October 14, 2019
Recent happy-talk in the midst of the Chinese delegation visiting Washington has the agricultural trade drinking deeply after a long walk in the desert. If we are to believe the rhetoric and tweets, ag is the Big Winner with a $50 billion package forthcoming.
To put this in perspective, the United States sent China roughly $13 billion worth of goods in 2018 (see table below). Details are murky right now with Beijing providing a different understanding than what is coming from U.S. news sources. One Bloomberg article references the expenditures are to take place over the next two years.
I have previously shared that this — the removal of the political logjam — is the final piece of the puzzle necessary to allow financial forces to move in a natural state. Steve Meyer did a good job last week of articulating the fundamental economic parameters at play, and let’s take a step back and review the components in front of Meyer’s argument. Specifically, I think there are six things necessary for trade to take place in a manner that fits our bias and hopes.
The price of hogs in China to move higher. We have this in spades. Attached is a chart of Chinese prices — notice a trend? We have not only set record prices in China, we have exceeded them in excess of 50% of the previous records. As of this morning, the average price of hogs in China is roughly $36 renminbi per kilogram, the equivalent of $231 per hundredweight. That is the live price. If we convert to carcass, it is $313 per hundredweight. Wow.
A discrepancy in market prices. High hog prices in China are only one aspect. You have to have opportunity, too, to manifest opportunity. As an analogy, if the gas station closest to your house is offering fuel at $4 per gallon and the price is the same across town, it makes no sense for you to do anything other than pay the price at the most convenient location. If, however, the price across town is $50 per gallon, you will make the effort to obtain the cheaper product. We have this in place, also. World values of pork have not followed the appreciation we have seen in China, this offers a financial opportunity for exporters, like the United States, to move product into the higher priced market.
Availability of replacement product. The economic motivations that we described in the first two points have to be in conjunction with product physically available to move. If, for instance, we had some artificial restriction of movement from the United States (embargo) then none of this makes for trade. Fortunately, we have gracious plenty product. Maybe too much.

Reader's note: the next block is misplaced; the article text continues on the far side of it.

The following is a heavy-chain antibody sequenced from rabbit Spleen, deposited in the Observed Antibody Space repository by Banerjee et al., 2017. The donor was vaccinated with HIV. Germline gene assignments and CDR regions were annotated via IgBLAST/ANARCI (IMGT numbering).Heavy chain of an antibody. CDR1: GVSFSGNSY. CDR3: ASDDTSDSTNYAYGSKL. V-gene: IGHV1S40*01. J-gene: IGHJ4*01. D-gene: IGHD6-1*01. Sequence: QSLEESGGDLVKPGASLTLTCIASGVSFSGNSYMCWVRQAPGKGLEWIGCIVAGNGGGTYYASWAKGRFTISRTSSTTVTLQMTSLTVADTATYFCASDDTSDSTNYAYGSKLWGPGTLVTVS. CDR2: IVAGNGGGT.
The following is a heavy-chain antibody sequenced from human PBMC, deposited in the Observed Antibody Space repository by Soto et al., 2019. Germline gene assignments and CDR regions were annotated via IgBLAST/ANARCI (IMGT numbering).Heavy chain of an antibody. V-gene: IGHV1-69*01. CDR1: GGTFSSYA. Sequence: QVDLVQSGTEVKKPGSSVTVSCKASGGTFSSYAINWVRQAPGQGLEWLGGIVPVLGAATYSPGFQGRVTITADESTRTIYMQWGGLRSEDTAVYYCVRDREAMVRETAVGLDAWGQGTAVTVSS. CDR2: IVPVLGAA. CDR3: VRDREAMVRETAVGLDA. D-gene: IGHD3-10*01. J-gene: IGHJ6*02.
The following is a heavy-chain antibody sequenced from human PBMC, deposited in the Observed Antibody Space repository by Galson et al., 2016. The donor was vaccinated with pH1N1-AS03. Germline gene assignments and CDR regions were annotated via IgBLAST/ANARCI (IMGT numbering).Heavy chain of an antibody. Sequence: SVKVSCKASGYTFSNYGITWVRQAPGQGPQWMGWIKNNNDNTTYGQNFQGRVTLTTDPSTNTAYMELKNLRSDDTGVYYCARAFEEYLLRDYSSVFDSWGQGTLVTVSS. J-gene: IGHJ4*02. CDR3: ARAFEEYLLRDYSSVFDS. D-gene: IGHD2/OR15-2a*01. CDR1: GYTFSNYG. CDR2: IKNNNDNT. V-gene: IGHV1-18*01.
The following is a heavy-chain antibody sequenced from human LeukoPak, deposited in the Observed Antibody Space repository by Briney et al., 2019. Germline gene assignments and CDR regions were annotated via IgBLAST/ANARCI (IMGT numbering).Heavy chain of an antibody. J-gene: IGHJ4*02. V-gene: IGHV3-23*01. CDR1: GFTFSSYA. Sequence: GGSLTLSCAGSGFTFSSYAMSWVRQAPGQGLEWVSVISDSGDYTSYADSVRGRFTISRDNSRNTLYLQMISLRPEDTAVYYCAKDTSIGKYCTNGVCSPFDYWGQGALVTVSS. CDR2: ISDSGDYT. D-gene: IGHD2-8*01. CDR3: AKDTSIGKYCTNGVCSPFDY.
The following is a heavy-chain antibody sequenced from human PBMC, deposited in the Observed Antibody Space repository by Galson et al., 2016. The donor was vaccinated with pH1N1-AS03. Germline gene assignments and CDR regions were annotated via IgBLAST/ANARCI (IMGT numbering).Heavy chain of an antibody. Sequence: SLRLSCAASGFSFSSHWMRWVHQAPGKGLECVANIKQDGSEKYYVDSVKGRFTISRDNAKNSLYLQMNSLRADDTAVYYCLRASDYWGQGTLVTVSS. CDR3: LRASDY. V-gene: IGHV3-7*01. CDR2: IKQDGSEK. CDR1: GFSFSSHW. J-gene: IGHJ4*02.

Lack of attractive alternatives. Similar to my gas station example, if the price of a competing protein, like beef or chicken, does not experience a correlating move, it would provide an incentive to avoid pork purchases (as some level of elasticity) as a substitute. Fortunately, the price of competing protein in China has experienced a similar percentage rise, we may be accelerating the pace of pork price appreciation recently, but the trend is positive for pork movement into China.
A discrepancy between expectations and reality. We are generally jarred out of our comfort when we encounter something other than what we expected. Take a kid from rural Iowa and plunk them in the middle of New York and ask them what they think about prices for everything from rent to restaurant prices and you will get the picture. What is commonplace to someone from The Bronx is culture shock to others. This same scenario plays out with our motivation for change over things we can control (unlike rent in New York) via changing of sourcing of product in our situation. The yellow line (China price) is substantially higher than where it was (expectation) and what can be sourced from the rest of the world (opportunity).
This brings us to the last component necessary to facilitate trade. Consistency in trade. Note that this does not say the absence of tariffs. The current economic motivation overwhelms the current tariffs, it is the uncertainty of what changes may be on queue that keep things pent up, in my opinion. We have had a de facto embargo in place in China, one that our sources indicate has recently been loosened and the only item holding us back is the expectation of tomorrow is murky, at best. IF we are to see the recent trade delegation as positive, I believe the premiums we have built into the 2020 futures string is both sane and logical.
Comments in this column are market commentary and are not to be construed as market advice. Trading is risky and not suitable for all individuals. Joseph Kerns
Source: Joseph Kerns, who is solely responsible for the information provided, and wholly owns the information. Informa Business Media and all its subsidiaries are not responsible for any of the content contained in this information asset.
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